Thomson, Clifford.
"Todd Haynes, filmmaker.(Biography)." Current Biography 64.7 (July 2003): 32(5).

Willis, Sharon.
"The politics of disappointment: Todd Haynes rewrites Douglas Sirk." Camera Obscura 54 (Dec 2003): 131(46).
UC users only
"Far from Heaven, a film directed by Todd Haynes, gradually, yet consistently, effects a certain displacement of difference. Haynes's film is a drama of marital impasse between Cathy, who engages in a scandalous relationship with her black gardener, Raymond, and her husband, Frank, who struggles with the escalating unmanageability of his homosexual impulses. It transfers and articulates the "invisible" vice of Frank's homosexual desire onto the transgressive scandal of "visible" difference in the interracial couple. While all the sexuality and desire coalesce within the homosexual sphere, the interracial couple is drained of erotics. In the end, the film disappoints its own logic as its structural analogy between racism and homophobia fails due to its very visual organization. It cannot transcend the boundaries it has established for Cathy in terms of racialized geography and spaces, and it cannot grant Raymond the independence it allows Frank, as it has not endowed him with a perspective." [Art Index]

I'm Not There

Asava, Zelie.
"Multiculturalism and Morphing in I'm Not There." Wide Screen, 2010, Vol. 1 Issue 2, p1-15, 15p
UC users only

Clover, Joshua
"The End." Film Quarterly; Spring2008, Vol. 61 Issue 3, p6-7, 2p, 2 bw
UC users only

Decurtis, Anthony.
"6 Characters in Search of an Artist." Chronicle of Higher Education, 11/23/2007, Vol. 54 Issue 13, pB14-B15, 2p
UC users only

Garwood, Ian.
"Great art on a jukebox: the Romantic(ized) voice of Bob Dylan in I'm Not There." Film International , Dec2009, Vol. 7 Issue 6, p6-22, 17p
UC users only

Giamo, Benedict
"I'm Not There." Journal of American History; Jun2008, Vol. 95 Issue 1, p285-286, 2p
UC users only

Gray, M.
"It ain't me babe." Sight & Sound v. ns18 no. 1 (January 2008) p. 18-20, 22-4
UC users only

Gross, Larry
"The Lives of Others." Film Comment v. 43 no. 5 (September/October 2007) p. 40-5
UC users only

Johnson, Brian D.
"Why six Dylans are better than one." Maclean's, 12/3/2007, Vol. 120 Issue 47, p69-69
UC users only

Jones, Kent
"Chaos, Clocks, Juxtapositions." Nation; 12/24/2007, Vol. 285 Issue 21, p35, 3p
UC users only

Lane, Anthony.
"Tangled Up." New Yorker, 11/26/2007, Vol. 83 Issue 37, p173-175, 3p
UC users only

Marcus, Greil.
"Dylan Times Six." Rolling Stone, 11/29/2007 Issue 1040, p73-77, 5p
UC users only

Porton, R.
"I'm Not There" [Cover story]. Cineaste v. 33 no. 1 (Winter 2007) p. 56-7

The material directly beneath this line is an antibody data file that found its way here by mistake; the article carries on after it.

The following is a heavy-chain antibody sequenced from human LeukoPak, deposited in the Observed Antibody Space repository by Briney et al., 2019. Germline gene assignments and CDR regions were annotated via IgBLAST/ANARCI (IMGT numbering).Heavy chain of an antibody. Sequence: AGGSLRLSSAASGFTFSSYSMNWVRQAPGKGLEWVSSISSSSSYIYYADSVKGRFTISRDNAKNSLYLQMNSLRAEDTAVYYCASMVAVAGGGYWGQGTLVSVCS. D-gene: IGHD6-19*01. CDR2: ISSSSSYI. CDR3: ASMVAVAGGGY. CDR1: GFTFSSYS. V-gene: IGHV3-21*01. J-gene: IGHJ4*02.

UC users only

Porton, R.
"The Many Faces of Bob Dylan: An Interview with Todd Haynes." Cineaste v. 33 no. 1 (Winter 2007) p. 20-3
UC users only

Romney, Jonathan
"Interview: Todd Haynes." Sight & Sound v. ns18 no. 1 (January 2008) p. 21
UC users only

Silberg, J.
"Deconstructing Bob Dylan." American Cinematographer v. 88 no. 11 (November 2007) p. 38-44, 46-51
UC users only

Sinker, M.
"I'm Not There." Sight & Sound v. ns18 no. 1 (January 2008) p. 74-5
UC users only

Smith, David L.
"True, valid death off a movie screen: Todd Haynes' I'm not there." Journal of Religion and Film, 12 no 2 O 2008
UC users only

Smith, Jacob
"A town called Riddle: excavating Todd Haynes's I'm Not There." Screen 2010 51: 71-78
UC users only

Spirou, Penny.
"I'm Not There: The Future of the Musical Biopic." Metro, Jun2010, Issue 165, p116-121, 6p
UC users only

Tanvir, Kuhu.
"I'm Not There." Wide Screen, 2009, Vol. 1 Issue 1, p1-2, 2p
UC users only

Taubin, Amy.
Southland Tales/I'm Not There." Film Comment, Jan/Feb2008, Vol. 44 Issue 1, p39-40, 2p

Poison

Berger, Maurice.
"Todd Haynes' 'Poison.' (Troubleshooters) (Column)." Artforum International 30.n2 (Oct 1991): 17(3).

Bryson, Norman
"Todd Haynes's Poison and Queer Cinema." Invisible Culture - An Electronic Journal for Visual Culture Issue 1, Winter 1999.

Burdette, K.
"Queer Readings/Queer Cinema: An Examination Of The Early Work Of Todd Haynes." Velvet Light Trap 1998 (41): 68-80.
"Two films by director Todd Haynes, Superstar: The Karen Carpenter Story (1987) and Poison (1991), exemplify the narrative strategies employed in the "queer cinema" films that emerged in the late 1980's and early 1990's. Queer cinema deconstructed classic Hollywood images of heterosexuality and the formal structures and myths that naturalize opposite-sex attraction." [America: History and Life]

Canby, Vincent.
"Poison." (movie reviews) (Living Arts Pages) New York Times v140 (Fri, April 5, 1991):B2(N), C8(L), col 4, 18 col in.

Christian, Laura.
"Of housewives and saints: abjection, transgression, and impossible mourning in Poison and safe." Camera Obscura 57 (Sept 2004): 93(32).